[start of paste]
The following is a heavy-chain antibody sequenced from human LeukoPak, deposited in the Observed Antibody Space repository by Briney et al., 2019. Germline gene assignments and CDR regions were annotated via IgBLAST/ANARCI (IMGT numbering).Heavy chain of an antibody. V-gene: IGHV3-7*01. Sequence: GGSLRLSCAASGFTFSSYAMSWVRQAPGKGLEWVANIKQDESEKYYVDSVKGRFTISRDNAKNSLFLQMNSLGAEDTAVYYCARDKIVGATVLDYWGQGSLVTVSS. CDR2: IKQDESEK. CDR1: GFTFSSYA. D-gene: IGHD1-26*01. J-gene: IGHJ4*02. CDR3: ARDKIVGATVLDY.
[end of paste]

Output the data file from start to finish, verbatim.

The following is a heavy-chain antibody sequenced from human LeukoPak, deposited in the Observed Antibody Space repository by Briney et al., 2019. Germline gene assignments and CDR regions were annotated via IgBLAST/ANARCI (IMGT numbering).Heavy chain of an antibody. V-gene: IGHV3-7*01. Sequence: GGSLRLSCAASGFTFSSYAMSWVRQAPGKGLEWVANIKQDESEKYYVDSVKGRFTISRDNAKNSLFLQMNSLGAEDTAVYYCARDKIVGATVLDYWGQGSLVTVSS. CDR2: IKQDESEK. CDR1: GFTFSSYA. D-gene: IGHD1-26*01. J-gene: IGHJ4*02. CDR3: ARDKIVGATVLDY.